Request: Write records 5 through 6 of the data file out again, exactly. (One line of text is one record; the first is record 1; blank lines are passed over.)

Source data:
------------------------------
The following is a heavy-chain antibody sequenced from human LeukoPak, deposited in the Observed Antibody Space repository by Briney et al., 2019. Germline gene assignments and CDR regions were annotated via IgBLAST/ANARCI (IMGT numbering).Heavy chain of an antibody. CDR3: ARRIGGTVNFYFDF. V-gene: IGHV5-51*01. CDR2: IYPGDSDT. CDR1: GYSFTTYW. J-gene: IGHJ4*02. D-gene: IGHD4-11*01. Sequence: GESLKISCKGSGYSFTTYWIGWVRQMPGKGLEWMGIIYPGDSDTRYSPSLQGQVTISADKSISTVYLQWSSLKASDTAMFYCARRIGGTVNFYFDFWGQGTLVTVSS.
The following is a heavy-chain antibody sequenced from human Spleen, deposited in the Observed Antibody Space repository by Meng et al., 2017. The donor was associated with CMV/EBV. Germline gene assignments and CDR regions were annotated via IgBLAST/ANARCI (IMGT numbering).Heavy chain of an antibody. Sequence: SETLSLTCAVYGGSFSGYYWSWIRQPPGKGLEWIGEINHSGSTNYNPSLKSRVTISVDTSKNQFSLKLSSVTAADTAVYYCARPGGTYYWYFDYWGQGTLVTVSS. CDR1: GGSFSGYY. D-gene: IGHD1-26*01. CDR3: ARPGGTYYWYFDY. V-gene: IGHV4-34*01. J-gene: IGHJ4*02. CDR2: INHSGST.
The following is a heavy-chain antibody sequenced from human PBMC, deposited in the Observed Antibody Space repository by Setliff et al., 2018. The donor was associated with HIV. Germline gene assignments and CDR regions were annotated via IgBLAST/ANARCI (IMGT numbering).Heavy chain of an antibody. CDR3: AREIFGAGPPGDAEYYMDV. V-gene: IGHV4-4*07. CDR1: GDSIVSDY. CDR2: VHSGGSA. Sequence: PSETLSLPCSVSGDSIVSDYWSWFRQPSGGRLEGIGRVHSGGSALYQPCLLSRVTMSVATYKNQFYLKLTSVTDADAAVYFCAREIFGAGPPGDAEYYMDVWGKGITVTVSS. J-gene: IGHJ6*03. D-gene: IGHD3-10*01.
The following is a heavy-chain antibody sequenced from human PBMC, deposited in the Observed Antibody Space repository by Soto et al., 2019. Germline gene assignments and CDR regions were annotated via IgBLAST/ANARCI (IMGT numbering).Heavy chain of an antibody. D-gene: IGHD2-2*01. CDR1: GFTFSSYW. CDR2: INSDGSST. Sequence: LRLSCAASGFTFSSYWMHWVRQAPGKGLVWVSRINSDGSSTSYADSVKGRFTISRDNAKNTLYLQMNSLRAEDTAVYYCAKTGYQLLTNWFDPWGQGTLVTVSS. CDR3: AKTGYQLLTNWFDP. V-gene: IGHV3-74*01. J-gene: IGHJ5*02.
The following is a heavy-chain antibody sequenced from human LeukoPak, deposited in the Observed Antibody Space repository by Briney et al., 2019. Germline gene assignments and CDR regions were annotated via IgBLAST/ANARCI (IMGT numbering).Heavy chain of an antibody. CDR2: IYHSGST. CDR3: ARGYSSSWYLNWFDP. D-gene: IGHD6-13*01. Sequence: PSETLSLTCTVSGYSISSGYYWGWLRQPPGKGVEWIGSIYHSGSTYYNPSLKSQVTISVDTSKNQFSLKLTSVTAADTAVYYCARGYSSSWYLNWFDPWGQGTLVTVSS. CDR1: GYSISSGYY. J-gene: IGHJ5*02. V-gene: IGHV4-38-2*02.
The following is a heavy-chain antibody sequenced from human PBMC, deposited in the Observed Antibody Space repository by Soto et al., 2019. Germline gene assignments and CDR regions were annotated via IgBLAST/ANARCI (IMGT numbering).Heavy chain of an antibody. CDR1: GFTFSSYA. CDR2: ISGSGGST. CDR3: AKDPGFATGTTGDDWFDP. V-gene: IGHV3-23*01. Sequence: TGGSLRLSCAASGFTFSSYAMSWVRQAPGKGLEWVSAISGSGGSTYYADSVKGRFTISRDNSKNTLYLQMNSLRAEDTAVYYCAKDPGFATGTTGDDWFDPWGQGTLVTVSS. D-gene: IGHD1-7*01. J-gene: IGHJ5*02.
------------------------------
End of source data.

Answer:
The following is a heavy-chain antibody sequenced from human LeukoPak, deposited in the Observed Antibody Space repository by Briney et al., 2019. Germline gene assignments and CDR regions were annotated via IgBLAST/ANARCI (IMGT numbering).Heavy chain of an antibody. CDR2: IYHSGST. CDR3: ARGYSSSWYLNWFDP. D-gene: IGHD6-13*01. Sequence: PSETLSLTCTVSGYSISSGYYWGWLRQPPGKGVEWIGSIYHSGSTYYNPSLKSQVTISVDTSKNQFSLKLTSVTAADTAVYYCARGYSSSWYLNWFDPWGQGTLVTVSS. CDR1: GYSISSGYY. J-gene: IGHJ5*02. V-gene: IGHV4-38-2*02.
The following is a heavy-chain antibody sequenced from human PBMC, deposited in the Observed Antibody Space repository by Soto et al., 2019. Germline gene assignments and CDR regions were annotated via IgBLAST/ANARCI (IMGT numbering).Heavy chain of an antibody. CDR1: GFTFSSYA. CDR2: ISGSGGST. CDR3: AKDPGFATGTTGDDWFDP. V-gene: IGHV3-23*01. Sequence: TGGSLRLSCAASGFTFSSYAMSWVRQAPGKGLEWVSAISGSGGSTYYADSVKGRFTISRDNSKNTLYLQMNSLRAEDTAVYYCAKDPGFATGTTGDDWFDPWGQGTLVTVSS. D-gene: IGHD1-7*01. J-gene: IGHJ5*02.